As I write this, it is the ninth anniversary of “9-11,” and every year the conversation comes up about where we were and what we were doing when it happened. 

Our daughter remembers walking in from school while I was ironing clothes.  Of course I was ironing, it was Tuesday!  If it would have happened on Monday I would have been doing the laundry. Wednesday-cleaning the house. Thursday-volunteering at the kid’s school. Friday-grocery shopping.

I never really thought about it until now, but I was a structured, rigid fool. I thought I had to or our whole house would have fallen apart. 

At the time I was very fortunate.  I was teaching part time so I had the best of both worlds.  I was able to do the job I loved in the morning, and be the wife and mother I wanted to be the rest of the day.

Everyone appeared to benefit from this arrangement, as the house was clean, the fridge was full and I was content.  I would run around like a mad woman in the afternoon when everyone was gone and when they walked in the door, I was happy because everything was checked off my list and I was ready to tackle the rest of the day. 

This arrangement left the evenings and weekends to tend to our second life of running the kids around and doing things that we enjoyed like hiking, camping, etc.

I know that even though I was structured and rigid during the week, I had the time and opportunity to let it all go and enjoy my life and family.  Unfortunately, the unthinkable happened – I had to go back to work full time.  It was something I didn’t want to do, but financially it was a necessity.  

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I was determined not to allow this to change our perfect existence.  People would tell me that I wouldn’t be able to do it, but as stubborn as I was, I was determined to prove them wrong.  After all I did have “The Schedule”.

I tried to keep with “The Schedule,” but quickly found out that time and energy was a problem.  I began to get resentful because I didn’t want to do it all.   I was feeling tired and overwhelmed.  Doug offered to pitch in but he didn’t want to follow “The Schedule.”  He wanted to do things when it was best for him – on the weekends. Those were my days to escape and to be the free and fun person I am capable of being. (John Gray states that men are task oriented and approach chores differently than woman.  After work they want to retreat to their caves – not a good time to clean the house.)

For a couple of weeks we followed Doug’s plan and did everything on Saturday and Sunday.  It was terrible.  I went back to work on Monday feeling exhausted and angry.  I didn’t want to follow Doug’s plan so I began taking over the chores at six o’clock in the morning or at ten at night, only to find out that there wasn’t enough time in a day to get it all done. 

While I was stomping around cleaning, Doug would be sitting in his chair.  Not a good combination for a successful marriage.   I became angry and task oriented, and he began feeling guilty, neglected and began to wonder who this person was that he married.  From there our marriage just spiraled downward.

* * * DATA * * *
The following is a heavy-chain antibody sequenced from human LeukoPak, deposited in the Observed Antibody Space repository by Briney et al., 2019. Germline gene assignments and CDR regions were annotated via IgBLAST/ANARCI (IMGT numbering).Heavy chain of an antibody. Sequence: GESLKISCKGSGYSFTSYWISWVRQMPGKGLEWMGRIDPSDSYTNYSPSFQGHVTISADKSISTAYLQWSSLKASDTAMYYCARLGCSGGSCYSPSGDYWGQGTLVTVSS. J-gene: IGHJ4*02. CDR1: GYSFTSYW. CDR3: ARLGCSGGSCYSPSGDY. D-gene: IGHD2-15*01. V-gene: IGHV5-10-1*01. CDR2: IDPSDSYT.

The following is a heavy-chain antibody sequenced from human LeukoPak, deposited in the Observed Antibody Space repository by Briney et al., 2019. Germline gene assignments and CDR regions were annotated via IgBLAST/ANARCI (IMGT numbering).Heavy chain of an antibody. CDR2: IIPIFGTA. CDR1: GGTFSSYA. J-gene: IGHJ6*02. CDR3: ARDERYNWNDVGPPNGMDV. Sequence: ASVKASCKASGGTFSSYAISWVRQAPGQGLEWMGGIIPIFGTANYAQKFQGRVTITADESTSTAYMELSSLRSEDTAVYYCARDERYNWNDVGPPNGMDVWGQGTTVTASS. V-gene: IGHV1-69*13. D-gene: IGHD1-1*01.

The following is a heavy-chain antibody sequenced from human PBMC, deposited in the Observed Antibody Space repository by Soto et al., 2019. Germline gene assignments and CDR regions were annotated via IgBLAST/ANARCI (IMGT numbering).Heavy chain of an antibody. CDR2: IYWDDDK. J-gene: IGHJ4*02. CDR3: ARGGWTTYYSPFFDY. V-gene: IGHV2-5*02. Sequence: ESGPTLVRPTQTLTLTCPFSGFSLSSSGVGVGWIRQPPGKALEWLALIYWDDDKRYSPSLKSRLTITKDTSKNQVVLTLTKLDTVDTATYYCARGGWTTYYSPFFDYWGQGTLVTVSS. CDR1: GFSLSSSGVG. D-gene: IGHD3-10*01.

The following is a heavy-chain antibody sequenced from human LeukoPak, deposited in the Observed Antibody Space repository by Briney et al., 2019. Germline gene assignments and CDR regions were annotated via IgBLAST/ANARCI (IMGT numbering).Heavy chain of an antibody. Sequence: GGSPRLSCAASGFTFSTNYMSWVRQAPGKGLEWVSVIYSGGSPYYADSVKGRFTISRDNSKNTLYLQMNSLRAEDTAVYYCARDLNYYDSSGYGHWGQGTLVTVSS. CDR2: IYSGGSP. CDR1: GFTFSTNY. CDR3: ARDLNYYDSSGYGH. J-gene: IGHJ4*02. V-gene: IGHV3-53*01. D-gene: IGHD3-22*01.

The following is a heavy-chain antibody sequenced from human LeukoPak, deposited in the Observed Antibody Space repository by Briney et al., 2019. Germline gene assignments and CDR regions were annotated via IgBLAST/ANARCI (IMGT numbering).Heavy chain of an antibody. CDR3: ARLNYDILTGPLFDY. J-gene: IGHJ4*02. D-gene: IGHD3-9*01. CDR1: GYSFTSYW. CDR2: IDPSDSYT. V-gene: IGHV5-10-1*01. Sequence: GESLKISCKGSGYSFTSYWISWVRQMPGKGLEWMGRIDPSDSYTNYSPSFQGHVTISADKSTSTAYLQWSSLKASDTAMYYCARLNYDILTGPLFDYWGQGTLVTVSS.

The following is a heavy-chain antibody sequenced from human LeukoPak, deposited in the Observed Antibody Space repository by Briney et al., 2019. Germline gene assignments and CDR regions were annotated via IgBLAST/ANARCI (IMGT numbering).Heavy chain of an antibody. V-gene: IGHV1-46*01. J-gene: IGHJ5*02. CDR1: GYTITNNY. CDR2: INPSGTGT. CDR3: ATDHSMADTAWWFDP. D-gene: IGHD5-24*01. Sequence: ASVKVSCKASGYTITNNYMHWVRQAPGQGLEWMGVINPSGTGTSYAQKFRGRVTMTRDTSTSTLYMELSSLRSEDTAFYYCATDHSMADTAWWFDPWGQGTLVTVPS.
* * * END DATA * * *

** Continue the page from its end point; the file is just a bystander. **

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Looking back, “The Schedule” wasn’t what killed our marriage or caused the emotional affair…the lack of communication did. We were both feeling the same pain and discontent, but if we would have worked on a solution as a team, life would have been better. 

I often say that it wasn’t that we stopped loving each other, we just stopped enjoying  being together.  We let the resentment and anger take over and we started to blame one another for our stressful, busy lives.

Today our daughter commented that “Mom has become lazy.  She doesn’t iron anymore, and the fridge is empty.”   Doug, realizing this comment  would not sit well with me, said “It’s not that Mom has become lazy, she just has new priorities.  She knows what is important now.” 

Doug is correct, I have learned that I would much rather spend the time with him than ironing or cleaning.  I have learned what is important for my life and my happiness.  I have let the anger and the resentment go, and have thrown out “The Schedule” forever.



    2 replies to "“The Schedule”"

    • Jeffrey Murrah


      Schedules are good, but following routines can become ‘numbing’. It can numb out feelings very easily. From an early age, people are taught to follow mind-numbing ‘routines’ going back to the first training they receive at school.

      I am glad that you let go of the ‘schedule’. It was stifling family life in some ways. Many times people let their routines and schedules become their ‘gods’ that MUST BE OBEYED!

      I am glad you woke up from that, many people don’t. When you think about it the ultimate schedule followers, to the point of lifelessness is ‘funeral parlors’. When I enter a house that feels more like a funeral parlor than a home, I know that there are problems.

    • Angela

      I can’t ever forget 9/11. Not for the terrorist attack, but it’s our D-day.

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